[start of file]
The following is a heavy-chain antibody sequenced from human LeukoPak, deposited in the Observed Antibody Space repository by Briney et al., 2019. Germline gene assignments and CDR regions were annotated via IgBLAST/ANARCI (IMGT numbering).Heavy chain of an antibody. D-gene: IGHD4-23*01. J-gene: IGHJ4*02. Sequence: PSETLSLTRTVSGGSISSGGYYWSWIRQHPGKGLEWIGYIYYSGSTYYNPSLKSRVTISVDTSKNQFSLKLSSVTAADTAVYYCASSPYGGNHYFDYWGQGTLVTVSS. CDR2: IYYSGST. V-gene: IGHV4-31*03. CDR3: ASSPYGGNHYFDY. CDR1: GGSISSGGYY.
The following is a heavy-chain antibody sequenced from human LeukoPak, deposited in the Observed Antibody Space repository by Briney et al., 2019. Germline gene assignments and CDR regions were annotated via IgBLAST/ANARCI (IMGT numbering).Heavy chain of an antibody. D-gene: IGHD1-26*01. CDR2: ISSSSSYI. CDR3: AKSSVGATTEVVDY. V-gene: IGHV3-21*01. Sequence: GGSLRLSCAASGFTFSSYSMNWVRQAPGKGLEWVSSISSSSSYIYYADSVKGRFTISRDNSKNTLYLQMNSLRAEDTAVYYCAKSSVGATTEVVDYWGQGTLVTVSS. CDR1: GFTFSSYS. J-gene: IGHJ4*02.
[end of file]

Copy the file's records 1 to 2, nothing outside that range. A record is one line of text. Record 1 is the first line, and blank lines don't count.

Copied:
The following is a heavy-chain antibody sequenced from human LeukoPak, deposited in the Observed Antibody Space repository by Briney et al., 2019. Germline gene assignments and CDR regions were annotated via IgBLAST/ANARCI (IMGT numbering).Heavy chain of an antibody. D-gene: IGHD4-23*01. J-gene: IGHJ4*02. Sequence: PSETLSLTRTVSGGSISSGGYYWSWIRQHPGKGLEWIGYIYYSGSTYYNPSLKSRVTISVDTSKNQFSLKLSSVTAADTAVYYCASSPYGGNHYFDYWGQGTLVTVSS. CDR2: IYYSGST. V-gene: IGHV4-31*03. CDR3: ASSPYGGNHYFDY. CDR1: GGSISSGGYY.
The following is a heavy-chain antibody sequenced from human LeukoPak, deposited in the Observed Antibody Space repository by Briney et al., 2019. Germline gene assignments and CDR regions were annotated via IgBLAST/ANARCI (IMGT numbering).Heavy chain of an antibody. D-gene: IGHD1-26*01. CDR2: ISSSSSYI. CDR3: AKSSVGATTEVVDY. V-gene: IGHV3-21*01. Sequence: GGSLRLSCAASGFTFSSYSMNWVRQAPGKGLEWVSSISSSSSYIYYADSVKGRFTISRDNSKNTLYLQMNSLRAEDTAVYYCAKSSVGATTEVVDYWGQGTLVTVSS. CDR1: GFTFSSYS. J-gene: IGHJ4*02.